Arkansas government is like the kudzu plant.  It grows when the private economy is contracting.  It grows when the private economy is expanding.  Through rain or shine Arkansas government grows, advancing policies that interfere with private sector entrepreneurs, job creation and income growth.


The majority of Arkansans recognize there is a fiscal problem that must be solved with spending cuts. But within the Capitol Beltway in Little Rock calls for fiscal conservatism are dismissed because they would impose restraints on the government sector.  In sum, the wants of less than 200,000 non-federal Arkansas government employees (state, county, local, K-12) are deemed more important than more than 900,000 Arkansans working in various private sectors.


Gov. Beebe’s proposed budget would increase state spending 2.5 percent, a percentage rate greater than inflation.  The Consumer Price Index, in the last 12 months expanded only 1.1% (non-seasonally-adjusted), while it has increased only 0.4% since March (seasonally-adjusted), according to the Bureau of Labor Statistics. A state spending freeze would save $109 million that could be applied to tax cuts, and demonstrate to Arkansans that the incoming freshman class of legislators is sincere about delivering on promises to pursue fiscal conservatism.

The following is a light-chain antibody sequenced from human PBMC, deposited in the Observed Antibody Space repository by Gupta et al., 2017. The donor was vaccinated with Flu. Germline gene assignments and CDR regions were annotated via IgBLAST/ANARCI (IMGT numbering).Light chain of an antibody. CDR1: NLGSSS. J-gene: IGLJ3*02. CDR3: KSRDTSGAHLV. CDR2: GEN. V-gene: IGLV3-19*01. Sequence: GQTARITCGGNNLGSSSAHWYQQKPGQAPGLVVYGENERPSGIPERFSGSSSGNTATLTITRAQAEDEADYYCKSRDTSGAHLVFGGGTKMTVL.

Tax cut opponents are fond of challenging fiscal conservatives to identify specific spending cuts.  The Policy Foundation is happy to oblige.  First, state spending should be frozen at current levels.  Second, Gov. Beebe should enact a hiring freeze for new state employees.  The legislative branch of government should advance this policy when exercising their constitutional power in the appropriation process.  Third, independent audits and performance reviews should be used within every state department.  Fourth, the 15 Education Service Co-ops and six related agencies should be merged into one Educational Resources-Service Center under the Education Department or a state university.


The Policy Foundation estimates $150 million in savings to taxpayers if these policies are enacted.  Savings should be applied to reduce the grocery tax by one cent, and to start the process of cutting income tax and capital gain rates.




         State spending and hiring should be frozen at current levels.


         Performance reviews should be undertaken in each state department to identify potential cost savings.


         Merge all educational co-ops into one unit.